Video: happy birthday Tupac


Today, Tupac would’ve been 43 had he not been killed in 1996. His legacy is synonymous to a being who was wise beyond his years. Arguably one of the most prolifc lyricist of the era, Tupac Shakur was a force to be reckoned with.

Suge Knight: ‘Tupac should have a star on the walk of fame’


Suge Knight has voiced his opinions about who should have a star on Hollywood’s Walk of Fame. 

A TMZ staff member caught up with Knight as he was getting his truck washed in Malibu.

From TMZ:

“If they don’t hurry and put Tupac on the Walk of Fame, all the Tupac fans and all the homies are gonna start going down there and just scratching all the other names off.” Knight says no celebs will be off-limits when his boys start destroying the stars — including Elvis.

Tupac Biopic: Finally Happening!

It’s been 17 years since the world lost one of the most talented rappers of all-time.

Now, producers are planning to release a biopic about Tupac Shakur’s life.

Emmett/Furla/Oasis Films is partnering with Morgan Creek Productions to co-produce Tupac. 

Sex Over Consciousness?








Lights Please

So now we in the hotel
Mirrors on the ceilin’
She say she wanna blow L’s
I hear her and I’m willin’
But everytime I smoke well a nigga mind gone
So that every word I spoke well I’m tryin’ to put her on
But she couldn’t hear me
I told her all about how we been livin’ a lie
And that they’d love to see us all go to prison or die
Like baby look at how they show us on the TV screen
But all she ever want me to do is unzip her jeans
Then all I really want is for her to get on top
Before you know it she workin’ jerkin’ it non stop
And all that next shit I was previously talkin’
Is now that wet shit that I’m currently lost in
And while that sweat drip I am reminded
All the times my brother told me that pussy is blindin’
I’m findin’ the more I grow the more y’all stay the same
Don’t even know the rules but yet y’all tryin’ to play the game
And ain’t it shameful how niggas blame hoes for givin’ birth
To a baby that took two to make
Coward nigga you a fake
How gon’ look in your sons face and turn your back
Then go start another family dog what type of shit is that?
She said it’s okay
Rubbed my head and told me to relax
Laid a nigga down proper like she was recordin’ tracks
Said I know you wanna change the world
But for the night please
Just reach over and hit the lights please

There are countless feminist critiques of Hip Hop that problematize the overly sexual positions of womyn in lyrics and videos. J. Cole’s account of his attempts to treat a womyn as an agent of consciousness offers a real experience of something that feminists would, more or less, like to see from Hip Hop music. Reminiscent of Tupac’s “Keep Ya Head Up,” Cole camouflages his sincere disproval of situations that continue to be themes in the Black community. Although his lover insists on dimming the lights, her actions cannot silence the animosity he has for fleeing men. I return to my use of “more or less” a few sentences above to address the elements of Cole’s verse that are still deserving of a feminist criticism. Yes he does use the “hoes” but it’s not an endorsement of it. Rather, and this is what makes the verse dope, he’s mimicking the voice of men that are incapable of having relationships that transcend the carnal make-up of the two people involved. Hence the line, “the more I grow the more y’all stay the same,” which is inspired by thoughts of Cole’s brother, who once told him that, “pussy is blinding”. These cats that disrespectfully see womyn as hoes fail to understand love; that love is an extrovert state, meaning that the affect between two people should spill out as energy intent on the liberation of their people. Otherwise Cole wouldn’t try to explain how America uses racism as a resource:  “I told her all about how we been livin’ a lie/ And that they’d love to see us all go to prison or die”.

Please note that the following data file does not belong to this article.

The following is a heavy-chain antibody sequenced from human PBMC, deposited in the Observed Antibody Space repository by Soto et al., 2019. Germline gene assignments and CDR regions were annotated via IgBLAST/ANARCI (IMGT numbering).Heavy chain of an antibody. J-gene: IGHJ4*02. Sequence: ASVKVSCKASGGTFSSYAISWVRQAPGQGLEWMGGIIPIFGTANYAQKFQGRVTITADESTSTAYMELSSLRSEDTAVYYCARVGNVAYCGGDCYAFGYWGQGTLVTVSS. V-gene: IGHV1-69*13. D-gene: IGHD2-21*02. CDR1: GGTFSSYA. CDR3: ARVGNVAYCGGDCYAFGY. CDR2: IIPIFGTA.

When High School Lovers Turn Into College Macks (A Peak Into the Objectification of Womyn)

The transition from grammar school to high school floods one’s path with a diverse availability of womyn/men and at a greater numerical degree. Most of our experiences in high school, acknowledging the fact of the transition, owe their thrill to finding that “sweetheart”. Soon, however, all the advice against taking one relationship seriously begins to make sense. As freshman, sophomores, and juniors we never foresee how something abstract as “the college experience” will determine the health of our hearts. Few people hold on to their sweethearts; others, go into the next period of their lives confused about how to take on relationships. The majority of quitted lovers in high school turn into reckless lady/man killers in college, because of the premature intensity they brought to high school relationships.